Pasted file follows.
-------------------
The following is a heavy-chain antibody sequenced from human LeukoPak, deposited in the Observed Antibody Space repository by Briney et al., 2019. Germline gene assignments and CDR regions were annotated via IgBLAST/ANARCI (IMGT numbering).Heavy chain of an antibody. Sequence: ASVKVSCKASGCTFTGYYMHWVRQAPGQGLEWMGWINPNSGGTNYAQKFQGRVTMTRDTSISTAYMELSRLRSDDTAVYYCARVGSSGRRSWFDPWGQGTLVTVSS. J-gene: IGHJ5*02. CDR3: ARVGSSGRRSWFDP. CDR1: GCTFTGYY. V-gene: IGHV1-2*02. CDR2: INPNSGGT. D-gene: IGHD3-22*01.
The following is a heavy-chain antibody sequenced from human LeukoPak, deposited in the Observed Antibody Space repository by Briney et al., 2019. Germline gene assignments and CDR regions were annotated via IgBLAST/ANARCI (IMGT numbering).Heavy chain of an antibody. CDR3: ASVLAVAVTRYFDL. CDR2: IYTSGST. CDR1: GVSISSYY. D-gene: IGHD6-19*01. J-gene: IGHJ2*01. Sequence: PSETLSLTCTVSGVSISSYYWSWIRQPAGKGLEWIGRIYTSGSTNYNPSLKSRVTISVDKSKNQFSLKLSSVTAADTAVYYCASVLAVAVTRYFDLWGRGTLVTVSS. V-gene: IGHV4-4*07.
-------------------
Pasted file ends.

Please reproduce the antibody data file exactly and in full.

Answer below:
The following is a heavy-chain antibody sequenced from human LeukoPak, deposited in the Observed Antibody Space repository by Briney et al., 2019. Germline gene assignments and CDR regions were annotated via IgBLAST/ANARCI (IMGT numbering).Heavy chain of an antibody. Sequence: ASVKVSCKASGCTFTGYYMHWVRQAPGQGLEWMGWINPNSGGTNYAQKFQGRVTMTRDTSISTAYMELSRLRSDDTAVYYCARVGSSGRRSWFDPWGQGTLVTVSS. J-gene: IGHJ5*02. CDR3: ARVGSSGRRSWFDP. CDR1: GCTFTGYY. V-gene: IGHV1-2*02. CDR2: INPNSGGT. D-gene: IGHD3-22*01.
The following is a heavy-chain antibody sequenced from human LeukoPak, deposited in the Observed Antibody Space repository by Briney et al., 2019. Germline gene assignments and CDR regions were annotated via IgBLAST/ANARCI (IMGT numbering).Heavy chain of an antibody. CDR3: ASVLAVAVTRYFDL. CDR2: IYTSGST. CDR1: GVSISSYY. D-gene: IGHD6-19*01. J-gene: IGHJ2*01. Sequence: PSETLSLTCTVSGVSISSYYWSWIRQPAGKGLEWIGRIYTSGSTNYNPSLKSRVTISVDKSKNQFSLKLSSVTAADTAVYYCASVLAVAVTRYFDLWGRGTLVTVSS. V-gene: IGHV4-4*07.